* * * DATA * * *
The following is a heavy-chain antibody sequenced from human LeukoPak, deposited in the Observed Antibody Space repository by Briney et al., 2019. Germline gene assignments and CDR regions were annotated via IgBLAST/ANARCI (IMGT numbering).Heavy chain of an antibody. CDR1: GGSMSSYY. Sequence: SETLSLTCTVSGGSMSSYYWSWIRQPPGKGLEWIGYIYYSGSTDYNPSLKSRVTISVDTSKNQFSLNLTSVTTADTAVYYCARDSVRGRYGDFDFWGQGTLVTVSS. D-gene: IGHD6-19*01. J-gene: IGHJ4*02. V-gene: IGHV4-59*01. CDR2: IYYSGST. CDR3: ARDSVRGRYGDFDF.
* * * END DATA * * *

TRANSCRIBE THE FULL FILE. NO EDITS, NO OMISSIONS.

The following is a heavy-chain antibody sequenced from human LeukoPak, deposited in the Observed Antibody Space repository by Briney et al., 2019. Germline gene assignments and CDR regions were annotated via IgBLAST/ANARCI (IMGT numbering).Heavy chain of an antibody. CDR1: GGSMSSYY. Sequence: SETLSLTCTVSGGSMSSYYWSWIRQPPGKGLEWIGYIYYSGSTDYNPSLKSRVTISVDTSKNQFSLNLTSVTTADTAVYYCARDSVRGRYGDFDFWGQGTLVTVSS. D-gene: IGHD6-19*01. J-gene: IGHJ4*02. V-gene: IGHV4-59*01. CDR2: IYYSGST. CDR3: ARDSVRGRYGDFDF.